Background: The relationship between active cigarette smoking and breast cancer risk remains controversial because of unresolved issues of confounding and dose response.
Methods: To investigate these issues further, we analyzed data from 73 388 women in the American Cancer Society's Cancer Prevention Study II (CPS-II) Nutrition Cohort. Analyses were based on 3721 invasive breast cancer case patients identified during a median follow-up of 13.8 years. Hazard ratios (HRs) and 95% confidence intervals (CIs) were estimated from multivariable-adjusted Cox proportional hazard regression models. P values were two-sided. We also conducted meta-analyses of our results with those published from 14 other cohort studies.
Results: In CPS-II, incidence was higher in current (HR = 1.24, 95% CI = 1.07 to 1.42) and former smokers (HR =1.13, 95% CI = 1.06 to 1.21) than in never smokers. Women who initiated smoking before menarche (HR = 1.61, 95% CI = 1.10 to 2.34) or after menarche but 11 or more years before first birth (HR = 1.45, 95% CI = 1.21 to 1.74) had higher risk (P trend = .03). No relationships were observed with other smoking parameters. Alcohol consumption did not confound associations with smoking status, although neither current nor former smoking were associated with risk among never drinkers (P interaction = .11). In meta-analyses, current (HR = 1.12, 95% CI = 1.08 to 1.16) and former smoking (HR = 1.09, 95% CI = 1.04 to 1.15) were weakly associated with risk; a stronger association (HR = 1.21, 95% CI = 1.14 to 1.28) was observed in women who initiated smoking before first birth.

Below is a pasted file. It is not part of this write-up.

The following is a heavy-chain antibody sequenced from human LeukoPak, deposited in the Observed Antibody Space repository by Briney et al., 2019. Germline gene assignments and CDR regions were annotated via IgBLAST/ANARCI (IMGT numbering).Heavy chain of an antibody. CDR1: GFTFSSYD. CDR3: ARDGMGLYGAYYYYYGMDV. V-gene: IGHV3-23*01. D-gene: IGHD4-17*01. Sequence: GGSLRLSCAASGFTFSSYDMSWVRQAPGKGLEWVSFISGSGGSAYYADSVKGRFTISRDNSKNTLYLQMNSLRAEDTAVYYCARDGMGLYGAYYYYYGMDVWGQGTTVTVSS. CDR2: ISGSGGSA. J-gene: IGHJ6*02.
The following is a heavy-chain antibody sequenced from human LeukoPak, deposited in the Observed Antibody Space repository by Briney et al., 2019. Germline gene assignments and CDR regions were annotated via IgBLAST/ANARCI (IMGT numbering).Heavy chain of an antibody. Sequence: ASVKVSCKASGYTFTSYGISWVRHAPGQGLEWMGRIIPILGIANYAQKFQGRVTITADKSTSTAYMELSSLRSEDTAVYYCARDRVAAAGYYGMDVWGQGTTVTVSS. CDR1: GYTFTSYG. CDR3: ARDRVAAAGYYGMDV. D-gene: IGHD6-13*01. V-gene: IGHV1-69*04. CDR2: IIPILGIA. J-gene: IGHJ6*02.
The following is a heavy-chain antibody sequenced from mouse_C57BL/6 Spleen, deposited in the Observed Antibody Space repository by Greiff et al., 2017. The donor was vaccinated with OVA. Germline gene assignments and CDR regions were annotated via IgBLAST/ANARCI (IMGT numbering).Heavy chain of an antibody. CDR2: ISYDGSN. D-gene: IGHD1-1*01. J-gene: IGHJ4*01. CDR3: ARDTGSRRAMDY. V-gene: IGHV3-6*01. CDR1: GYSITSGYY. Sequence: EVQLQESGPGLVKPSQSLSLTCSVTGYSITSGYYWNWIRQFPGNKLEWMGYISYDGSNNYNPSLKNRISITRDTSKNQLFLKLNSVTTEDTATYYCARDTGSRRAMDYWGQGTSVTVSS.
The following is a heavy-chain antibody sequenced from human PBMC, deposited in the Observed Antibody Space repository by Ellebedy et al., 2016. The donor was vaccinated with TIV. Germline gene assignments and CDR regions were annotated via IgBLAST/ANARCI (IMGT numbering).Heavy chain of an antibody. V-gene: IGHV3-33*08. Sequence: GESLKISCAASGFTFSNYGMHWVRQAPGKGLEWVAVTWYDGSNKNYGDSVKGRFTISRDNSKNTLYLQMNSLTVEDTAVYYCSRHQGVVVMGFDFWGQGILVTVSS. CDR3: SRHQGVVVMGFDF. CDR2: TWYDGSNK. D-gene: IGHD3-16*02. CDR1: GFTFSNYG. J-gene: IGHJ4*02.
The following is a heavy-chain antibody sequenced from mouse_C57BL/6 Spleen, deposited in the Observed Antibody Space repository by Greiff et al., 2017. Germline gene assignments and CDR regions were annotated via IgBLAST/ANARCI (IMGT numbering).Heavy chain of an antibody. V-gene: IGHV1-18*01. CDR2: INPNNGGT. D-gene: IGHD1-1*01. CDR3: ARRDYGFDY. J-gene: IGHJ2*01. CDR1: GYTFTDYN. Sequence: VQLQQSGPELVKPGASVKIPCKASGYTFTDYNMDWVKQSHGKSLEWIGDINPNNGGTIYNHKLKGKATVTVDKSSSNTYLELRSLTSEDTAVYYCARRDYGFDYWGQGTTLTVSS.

Conclusions: These results support the hypothesis that active smoking is associated with increased breast cancer risk for women who initiate smoking before first birth and suggest that smoking might play a role in breast cancer initiation.